classroom organisation: some reflections

I was re-reading a booklet the other day on how to use Cuisenaire Rods in class, written by John Evans whilst at LTC Eastbourne. It’s brilliant so look it up! Anyway, the first activity in the booklet involves using rods to tell the story of the Battle of Hastings. This is still one of the best teaching resources I’ve used.

The very first procedure of activity says this:classroom arrangements10

Set the chairs up in a horse-shoe. Do not have students sitting behind their desks. You WILL kill the lesson. It is important that they can see the rods and that they are close to the action. If you don’t believe me, try it!

As John points out, the layout of the learning environment can really influence the class dynamic. Here are some of my reflections on organising the classroom and dealing with some problems have arisen.

Don’t forget your CELTA training

I’ve mentioned before about little tips from the CELTA that go a long way in the classroom. Most of our input sessions on the course involved trainers modelling classroom activities – doing so often involved tweaking the classroom layout in some way. Something I instantly noticed about these activities, when the trainer would tell us how to organise the furniture for the next activity, was that it’s energising. It’s also intriguing – sometimes you wonder what the activity might entail. Plus, it was clear by watching experienced trainers (as teachers) that seating arrangements involve planning and anticipation. If you know that a task will involve working alone, then in pairs, then in groups, facilitate this task by starting with students in groups of 4 around a table.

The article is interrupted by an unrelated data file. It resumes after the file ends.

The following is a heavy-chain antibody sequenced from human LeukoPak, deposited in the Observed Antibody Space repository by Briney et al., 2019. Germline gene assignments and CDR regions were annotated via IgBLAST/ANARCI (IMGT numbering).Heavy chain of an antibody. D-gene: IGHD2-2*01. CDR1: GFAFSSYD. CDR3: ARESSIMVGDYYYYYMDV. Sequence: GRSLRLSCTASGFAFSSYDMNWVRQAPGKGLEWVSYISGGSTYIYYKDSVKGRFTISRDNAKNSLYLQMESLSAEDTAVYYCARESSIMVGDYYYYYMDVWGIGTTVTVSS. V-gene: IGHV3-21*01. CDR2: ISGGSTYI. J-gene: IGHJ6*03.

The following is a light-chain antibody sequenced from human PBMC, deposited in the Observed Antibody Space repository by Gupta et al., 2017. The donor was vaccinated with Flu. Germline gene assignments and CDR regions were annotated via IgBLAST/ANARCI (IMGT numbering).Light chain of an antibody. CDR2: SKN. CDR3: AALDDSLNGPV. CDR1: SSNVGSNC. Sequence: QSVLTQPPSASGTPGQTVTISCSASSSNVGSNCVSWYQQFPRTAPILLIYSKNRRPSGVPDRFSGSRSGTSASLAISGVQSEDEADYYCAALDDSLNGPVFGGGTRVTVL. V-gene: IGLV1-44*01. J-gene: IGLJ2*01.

I know this might sound like I’m stating the obvious, but these are important considerations if you are being observed. Organisation takes time. It also involves clear instructions to students so you should think about this at the planning stage, along with how the initial classroom layout might save you a few minutes during a lesson.

Furniture – what’s practical, what’s not?

The furniture you’ve got in your classroom can help certain activities and hinder others. The hardest classrooms I’ve found to work in are the ones that have chairs and writing tablets!writing chair

On both my CELTA and DipTESOL training our classrooms these ‘writing chairs’, rather than a chair and desk combo. These are pretty versatile. It’s fairly easy to get up and move around with these writing chairs. It’s also easy (given the lack of actual tables in the classroom) to rearrange chairs for different activities, like circle discussions. A semi-circle layout with these can create a sense of equality and it creates an open floor in the centre, which facilitates discussion and can be a performance space. The floor space is also good for demonstrations without the need for everyone to crowd around a table.

classroom arrangements

It’s easy to organise your classroom into any of the above patterns when there are no tables in the way. However, it’s not that hard to just shift tables to the side of the classroom and have students sitting/standing in the layout above. That way, the tables are there when you need them – and I need them for project work. I’ve worked at one summer school where the set syllabus involved project work almost daily, but each classroom was equipped with only these chairs. If I had a pound for every time I saw a coloured pencil rolling off a writing tablet I’d be a millionaire.